As we go into the fall of 2008, it appears most areas of the state have received late rains and fall grasses seem to be ready to produce quality forages for cattle consumption.
Fescue continues to be a predominate pasture grass in Alabama and I expect it to be in good supply in North Alabama this fall. Fescue is easily-established, persistent, tolerant of poor soil conditions, drought-resistant and productive under a wide range of temperatures allowing cattle producers to provide abundant amounts of forage almost year-round.
There are, however, drawbacks when utilizing fescue grazing and hay. One is forage quality. While fescue will out-produce other grasses, it will not provide the overall nutrient quality other grasses will provide. The real drawback to fescue is toxicity. Often referred to as "summer slump," fescue toxicity is one of the most frustrating aspects of beef production. The primary cause of the toxicity is a fungus (Neotyphodium coenophialum) that is the same as the fungus causing ergot in cereal grains.
In cattle, death loss is rare, but there are physiological problems typically translating into impaired performance. Animals grazing endophyte-infected grass usually show a combination of the following signs: reduced weight gains, reduced feed intake, intolerance to high temperatures, more time spent in the shade or in the water, rough hair coats, elevated body temperatures, faster respiration rates, reduced reproductive performance and hormonal imbalances. During winter months, restricted blood flow to extremities causing gangrene to occur in the foot, ears and/or tail switch is often referred to as fescue foot. The primary cause of these symptoms is constricting blood vessels preventing cattle from properly regulating temperature and hormonal centers in the brain.
The endophyte is totally contained in the plant and can be transmitted only through the seed. The endophytic fungus overwinters within the plant and fungus growth occurs in the spring as tiller growth resumes on the plant. Since the primary means of transmission is the seed source itself, this explains why a large percentage of fescue pastures are infected.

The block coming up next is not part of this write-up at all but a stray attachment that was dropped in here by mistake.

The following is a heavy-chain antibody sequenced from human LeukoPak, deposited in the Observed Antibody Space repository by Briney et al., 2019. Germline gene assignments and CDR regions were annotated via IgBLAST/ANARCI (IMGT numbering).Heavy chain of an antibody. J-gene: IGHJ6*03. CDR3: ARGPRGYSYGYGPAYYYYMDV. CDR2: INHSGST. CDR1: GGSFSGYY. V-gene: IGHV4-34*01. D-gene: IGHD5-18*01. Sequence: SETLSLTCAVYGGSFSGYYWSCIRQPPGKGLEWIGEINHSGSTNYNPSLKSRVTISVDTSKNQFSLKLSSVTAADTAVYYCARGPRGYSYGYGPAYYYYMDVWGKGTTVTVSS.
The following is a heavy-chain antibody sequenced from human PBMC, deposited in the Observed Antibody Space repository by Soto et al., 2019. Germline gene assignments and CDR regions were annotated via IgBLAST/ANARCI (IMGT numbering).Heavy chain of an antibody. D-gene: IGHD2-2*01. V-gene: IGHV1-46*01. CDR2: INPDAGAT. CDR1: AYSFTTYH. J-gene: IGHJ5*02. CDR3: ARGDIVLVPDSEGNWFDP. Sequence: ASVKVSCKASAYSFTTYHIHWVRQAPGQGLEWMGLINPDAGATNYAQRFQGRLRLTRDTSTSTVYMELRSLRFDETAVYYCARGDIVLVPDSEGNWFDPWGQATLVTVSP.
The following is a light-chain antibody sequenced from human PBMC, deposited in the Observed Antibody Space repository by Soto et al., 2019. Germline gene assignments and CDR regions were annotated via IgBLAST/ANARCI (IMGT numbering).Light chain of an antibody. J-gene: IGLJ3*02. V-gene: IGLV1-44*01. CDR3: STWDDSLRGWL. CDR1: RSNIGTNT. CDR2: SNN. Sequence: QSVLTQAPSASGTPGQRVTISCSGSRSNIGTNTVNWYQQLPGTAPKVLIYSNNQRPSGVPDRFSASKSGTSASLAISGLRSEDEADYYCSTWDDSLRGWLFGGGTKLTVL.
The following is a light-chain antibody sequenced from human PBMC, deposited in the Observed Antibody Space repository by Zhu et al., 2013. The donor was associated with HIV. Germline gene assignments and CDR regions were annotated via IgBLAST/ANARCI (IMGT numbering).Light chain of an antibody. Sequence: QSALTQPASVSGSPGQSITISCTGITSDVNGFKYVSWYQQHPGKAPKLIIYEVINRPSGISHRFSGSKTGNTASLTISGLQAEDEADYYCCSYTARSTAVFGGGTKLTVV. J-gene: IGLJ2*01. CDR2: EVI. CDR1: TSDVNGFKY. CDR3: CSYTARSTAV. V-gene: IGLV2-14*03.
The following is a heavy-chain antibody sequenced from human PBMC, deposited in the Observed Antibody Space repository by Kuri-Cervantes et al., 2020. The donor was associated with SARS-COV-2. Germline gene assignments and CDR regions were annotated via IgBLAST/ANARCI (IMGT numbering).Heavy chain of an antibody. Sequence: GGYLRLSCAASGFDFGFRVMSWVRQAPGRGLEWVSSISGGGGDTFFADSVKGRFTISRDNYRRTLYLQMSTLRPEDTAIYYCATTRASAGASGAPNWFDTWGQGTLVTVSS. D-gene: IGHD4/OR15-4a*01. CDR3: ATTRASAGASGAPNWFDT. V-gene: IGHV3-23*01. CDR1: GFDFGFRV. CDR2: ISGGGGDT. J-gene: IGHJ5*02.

Research conducted at Kentucky, Georgia and Auburn proves grazing poorly managed, high endophyte fescue will adversely affect overall performance of cattle. Research has proven cattle consuming infected fescue will have lower average daily gains and higher body temperatures. Research in feedlots also implied calves coming into the yard off of fescue-based forages will eat less, gain less and have more sickness throughout the feeding program. The same type results were also proven in studies utilizing fescue hay cut after seed heads were present.
While fescue toxicity has been a real concern, new products along with other management practices have been implemented over the past several years to help reduce the problems. While early-improved varieties lacked insect and disease-resistance, and stand-persistency, new varieties are being introduced showing much more favorable results. Just remember, when an infected crop is to be replaced, it must be destroyed by tillage and/or herbicides.
Another area gaining more attention is in nutritional management. Several products are now available to help reduce the overall problems associated with infected fescue. Research has again proven cattle consuming high levels of the trace minerals zinc, copper, manganese and cobalt provided in a form easily-absorbed showed significant performance improvement over cattle consuming lower levels of these minerals.
Certain products having the ability to bind to the toxin also show great potential in reducing the amount of toxin entering the blood stream.
Incorporation of products supporting proper rumen function, improved fiber digestion and nutrient utilization will also help overall performance of the cow even when she is stressed.
A final area in nutritional management showing favorable results is the incorporation of antioxidants like selenium and vitamin E into the diet of cattle. While this will not totally end problems with fescue toxicity, it will greatly reduce problems associated with fescue grazing.
Your local Quality Co-op has several products available to improve the nutritional program of your cattle. It will carry (or have access to) a variety of Sweetlix® minerals containing elevated trace minerals and chelated minerals that can be provided to your cattle on a daily basis. STIMULYX® Supplement Tubs, with unique formulations designed to reduce the adverse affects of fescue toxicity, are also available through your local Co-op.
As new research continues to provide further information on ways to deal with this problem, I can assure you we will continue to offer new product lines to help in reducing the loss from this toxicity.
My greatest concern this fall is, due to high mineral prices, a lot of producers will utilize a lower-priced mineral or trace mineral salt in their cow herds. I am concerned that by implementing this type of program, we will see a larger number of reproductive failures, unthrifty cattle and poor growth in calves.
In conclusion, fescue has many favorable characteristics making it an excellent forage. A pasture and a nutritional management plan should be implemented to help curb the effects of feeding infected fescue. Your local Quality Co-op has the products and knowledge to assist you in implementing such a plan.
Jimmy Hughes is AFC’s animal nutritionist.